How comets may have 'seeded' life on Earth, by Peter N. Spotts, The Christian Science Monitor, 8 Sep 2005.
Comet brings life to early earth, Xinhua News Agency, 08:30:55, 8 Sep 2005.
Deep Impact Spectra: Carbonate, PAHs and Some Amino Precursors in Comet Tempel I, Linda Moulton Howe,, 12 Aug 2005.
NASA probe could reveal comet life, scientists claim, Chandra Wickramasinghe, EurekAlert!, 29 Jun 2005.
Panspermia Asks New Questions discusses different versions of panspermia, including pseudo-panspermia, whose acceptance is signaled here.
Comets... is a related CA webpage.
...Interstellar Dust is a related CA webpage.
Comet Rendezvous is a related section of the webpage, Can The Theory Be Tested?.
Thanks Thanks, Rob Sheldon, Jerry Chancellor, Robert Clark, Jim McGee, Mel O'Brien, Jeff Holiman, Bill Parkyn, Ron McGhee and Richard Hoover.

31 August 2005
Americans think public schools should teach creationism alongside evolution. Among the 2,000 people whom the Pew Forum and the Pew Research Center polled in mid-July, nearly two-thirds gave this opinion. It seems that America cannot fully accept darwinism.

Unlike most scientists, we think the public has good scientific reason to distrust current evolutionary theory — it asserts more than the evidence warrants. But unlike most critics of darwinsm, we do not think its failures require us to abandon science in favor of religion.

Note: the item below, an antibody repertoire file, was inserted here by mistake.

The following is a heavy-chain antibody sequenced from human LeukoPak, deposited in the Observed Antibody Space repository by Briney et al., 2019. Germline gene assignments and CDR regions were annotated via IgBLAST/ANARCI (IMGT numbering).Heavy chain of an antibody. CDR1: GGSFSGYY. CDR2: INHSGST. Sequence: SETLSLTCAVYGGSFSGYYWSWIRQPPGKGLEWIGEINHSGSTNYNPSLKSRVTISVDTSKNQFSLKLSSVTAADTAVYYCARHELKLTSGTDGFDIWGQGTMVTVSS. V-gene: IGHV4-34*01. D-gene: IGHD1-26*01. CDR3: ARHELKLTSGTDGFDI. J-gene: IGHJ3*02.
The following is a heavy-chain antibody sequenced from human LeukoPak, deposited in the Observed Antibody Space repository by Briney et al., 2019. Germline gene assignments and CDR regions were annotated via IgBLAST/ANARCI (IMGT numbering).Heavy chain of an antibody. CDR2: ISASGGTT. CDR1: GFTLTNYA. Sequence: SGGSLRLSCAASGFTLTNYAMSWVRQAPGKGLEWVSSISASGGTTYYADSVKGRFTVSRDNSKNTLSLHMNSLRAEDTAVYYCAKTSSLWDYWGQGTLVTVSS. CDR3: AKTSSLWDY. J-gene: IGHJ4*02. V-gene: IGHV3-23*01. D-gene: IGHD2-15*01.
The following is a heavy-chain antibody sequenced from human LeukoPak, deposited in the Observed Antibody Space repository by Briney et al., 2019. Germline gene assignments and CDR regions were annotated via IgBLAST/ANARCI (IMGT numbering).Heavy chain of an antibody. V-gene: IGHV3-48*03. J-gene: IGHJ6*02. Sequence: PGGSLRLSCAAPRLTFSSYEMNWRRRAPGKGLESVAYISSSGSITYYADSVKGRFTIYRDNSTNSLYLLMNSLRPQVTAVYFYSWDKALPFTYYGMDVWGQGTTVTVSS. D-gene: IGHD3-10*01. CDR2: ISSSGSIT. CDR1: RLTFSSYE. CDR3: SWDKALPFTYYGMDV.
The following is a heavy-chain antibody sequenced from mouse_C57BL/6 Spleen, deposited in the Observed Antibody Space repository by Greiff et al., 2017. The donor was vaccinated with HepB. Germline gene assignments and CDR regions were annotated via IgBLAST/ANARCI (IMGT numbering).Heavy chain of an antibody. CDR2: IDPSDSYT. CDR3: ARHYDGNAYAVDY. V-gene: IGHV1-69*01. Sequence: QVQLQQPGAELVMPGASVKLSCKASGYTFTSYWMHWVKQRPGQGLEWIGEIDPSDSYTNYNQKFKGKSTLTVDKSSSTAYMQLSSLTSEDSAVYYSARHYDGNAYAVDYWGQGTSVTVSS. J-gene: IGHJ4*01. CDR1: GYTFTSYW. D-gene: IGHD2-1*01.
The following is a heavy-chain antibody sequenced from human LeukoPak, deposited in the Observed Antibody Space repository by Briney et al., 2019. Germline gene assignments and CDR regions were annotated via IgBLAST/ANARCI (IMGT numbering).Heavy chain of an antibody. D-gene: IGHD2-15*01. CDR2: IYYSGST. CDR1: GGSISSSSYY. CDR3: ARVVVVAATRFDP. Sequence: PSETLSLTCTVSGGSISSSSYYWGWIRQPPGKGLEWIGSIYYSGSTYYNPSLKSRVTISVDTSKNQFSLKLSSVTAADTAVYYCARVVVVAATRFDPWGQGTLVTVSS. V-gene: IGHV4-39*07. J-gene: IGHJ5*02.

Laurie Goodstein, "Teaching of Creationism Is Endorsed in New Survey" [text - login required], The New York Times, 31 Aug 2005.
The New York Times Evolution versus Creationism is a related CA webpage.
...Is Evolutionary Progress in a Closed System Possible? discusses the missing evidence.
Testing Darwinism versus Cosmic Ancestry discusses the missing evidence.

24 August 2005
More than 80 new exons per genome per million years emerge among rodents. To reach this estimate, which they consider conservative, molecular biologists from China, Denmark and the US studied exons peculiar to mice and rats versus humans and an outgroup, pigs. They observe, "The majority of these new exons have sequences unique in the genome, suggesting that most new exons might originate through 'exonization' of intronic sequences." Supporting this possible source they note that among the 2,695 new mouse exons they studied, 1,709 map to introns in the human genome.